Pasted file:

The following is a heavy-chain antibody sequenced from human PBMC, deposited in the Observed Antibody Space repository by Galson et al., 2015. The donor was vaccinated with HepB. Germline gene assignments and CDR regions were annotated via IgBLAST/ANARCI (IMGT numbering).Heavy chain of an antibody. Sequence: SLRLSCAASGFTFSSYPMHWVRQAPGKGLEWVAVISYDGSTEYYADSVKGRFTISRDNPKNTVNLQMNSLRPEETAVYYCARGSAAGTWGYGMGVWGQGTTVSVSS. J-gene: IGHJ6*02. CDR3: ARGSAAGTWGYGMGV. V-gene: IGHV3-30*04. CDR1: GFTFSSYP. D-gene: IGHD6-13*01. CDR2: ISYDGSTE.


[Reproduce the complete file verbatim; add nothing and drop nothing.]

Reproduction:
The following is a heavy-chain antibody sequenced from human PBMC, deposited in the Observed Antibody Space repository by Galson et al., 2015. The donor was vaccinated with HepB. Germline gene assignments and CDR regions were annotated via IgBLAST/ANARCI (IMGT numbering).Heavy chain of an antibody. Sequence: SLRLSCAASGFTFSSYPMHWVRQAPGKGLEWVAVISYDGSTEYYADSVKGRFTISRDNPKNTVNLQMNSLRPEETAVYYCARGSAAGTWGYGMGVWGQGTTVSVSS. J-gene: IGHJ6*02. CDR3: ARGSAAGTWGYGMGV. V-gene: IGHV3-30*04. CDR1: GFTFSSYP. D-gene: IGHD6-13*01. CDR2: ISYDGSTE.